All life on earth is one evolutionary family tree with shared roots. Many animals, plants and fungi on widely-spread branches of the tree share the alchemical ability to arrange the elements into the remarkable molecules we call psychedelics. Our own brains even seem to synthesise trace amounts.
Participants on our retreats drink a tea of cultivated ‘truffles’, descended from a single wild mushroom discovered in Florida in 1977, and barely seen since. These truffles contain inactive psilocybin, which our collaborating bodies deftly trim into the psychedelic psilocin. Almost identical in structure to our own brain messenger molecule serotonin, psilocybin clicks neatly to our serotonin receptors and temporarily retunes our minds, as if to another frequency.
It is rarely admitted how little we understand, but there remains a vast gulf between what scientists can tell us about the effects of psychedelics in the brain, and the lived embodied experience. It seems that adult human brains have settled into relatively ordered, efficient patterns of activity, as if we’re a jazz busker who falls back on a small repertoire of classic tunes. The melody we play most repetitively, without even having to think, is the one we call our sense of self, or ego. Psychedelics relax those constraints on our brain networks, allowing the music to flow spontaneously with novel improvisational twists, flourishes and medleys.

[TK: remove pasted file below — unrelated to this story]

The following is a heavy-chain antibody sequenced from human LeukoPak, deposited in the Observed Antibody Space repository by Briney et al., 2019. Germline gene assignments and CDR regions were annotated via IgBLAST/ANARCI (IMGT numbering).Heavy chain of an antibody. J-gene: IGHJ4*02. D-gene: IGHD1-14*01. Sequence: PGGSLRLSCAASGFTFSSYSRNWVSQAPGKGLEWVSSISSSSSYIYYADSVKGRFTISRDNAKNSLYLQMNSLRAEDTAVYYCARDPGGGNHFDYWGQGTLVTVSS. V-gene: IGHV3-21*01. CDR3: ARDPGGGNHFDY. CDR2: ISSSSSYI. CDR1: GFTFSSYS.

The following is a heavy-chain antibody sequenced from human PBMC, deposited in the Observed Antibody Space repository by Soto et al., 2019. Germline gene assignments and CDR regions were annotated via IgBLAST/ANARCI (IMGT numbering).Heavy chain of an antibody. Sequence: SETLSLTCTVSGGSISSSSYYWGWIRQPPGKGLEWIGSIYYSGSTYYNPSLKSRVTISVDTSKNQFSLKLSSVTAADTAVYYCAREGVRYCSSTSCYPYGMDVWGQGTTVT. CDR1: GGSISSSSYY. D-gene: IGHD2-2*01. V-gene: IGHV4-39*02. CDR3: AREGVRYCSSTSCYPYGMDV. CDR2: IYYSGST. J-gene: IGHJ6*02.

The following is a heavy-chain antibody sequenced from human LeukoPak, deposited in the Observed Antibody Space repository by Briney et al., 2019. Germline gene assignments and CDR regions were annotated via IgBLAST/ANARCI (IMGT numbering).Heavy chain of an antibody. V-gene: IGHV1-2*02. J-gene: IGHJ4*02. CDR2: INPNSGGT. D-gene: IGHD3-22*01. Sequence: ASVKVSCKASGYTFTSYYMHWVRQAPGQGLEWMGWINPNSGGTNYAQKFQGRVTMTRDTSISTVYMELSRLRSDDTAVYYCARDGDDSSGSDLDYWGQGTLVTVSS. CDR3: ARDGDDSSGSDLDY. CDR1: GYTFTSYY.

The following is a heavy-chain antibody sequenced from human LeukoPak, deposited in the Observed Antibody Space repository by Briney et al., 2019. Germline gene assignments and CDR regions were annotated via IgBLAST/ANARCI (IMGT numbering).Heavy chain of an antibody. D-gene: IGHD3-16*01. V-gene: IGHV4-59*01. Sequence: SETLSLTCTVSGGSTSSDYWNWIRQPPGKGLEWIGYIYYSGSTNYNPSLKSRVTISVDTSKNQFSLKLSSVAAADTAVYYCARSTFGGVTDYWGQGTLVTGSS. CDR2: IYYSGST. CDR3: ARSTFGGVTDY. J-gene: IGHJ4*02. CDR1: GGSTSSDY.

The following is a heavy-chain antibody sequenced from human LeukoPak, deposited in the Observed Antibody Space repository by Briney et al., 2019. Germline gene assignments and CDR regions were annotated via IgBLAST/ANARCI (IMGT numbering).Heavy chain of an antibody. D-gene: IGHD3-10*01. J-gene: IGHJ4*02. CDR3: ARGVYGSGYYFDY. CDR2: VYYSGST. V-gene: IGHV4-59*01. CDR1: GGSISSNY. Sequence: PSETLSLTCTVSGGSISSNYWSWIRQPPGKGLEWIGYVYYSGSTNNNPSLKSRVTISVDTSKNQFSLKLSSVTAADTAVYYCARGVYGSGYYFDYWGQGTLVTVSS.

The Psychedelic Renaissance
Of all the classical psychedelics, psilocybin has (due to a shorter action and less troublesome reputation than LSD) become the focus of the recent surge of psychedelic research. A growing evidence base corroborates and builds on traditional knowledge of its power to heal, and also to teach and guide.
Therapeutic experiences catalysed by psilocybin can lift people from depression where other treatments have failed, defuse terror of mortality in the seriously ill, help people escape the grip of their addictions, but can also nudge those of us without any specific diagnosed ‘disorder’ towards lives of greater wellbeing, self-acceptance and harmonious connections with others and the more-than-human world. Whilst our typical conservative brain dynamics naturally reassert themselves, the effects can live on, especially so when supported by the use of daily practices.
Despite decades of suppression justified by the claim that psychedelics are uniquely dangerous, research has also finally established that the powerful psychedelic experience is, in clinical language, “well-tolerated” within supportive settings, (and remarkably low-risk even outside of them).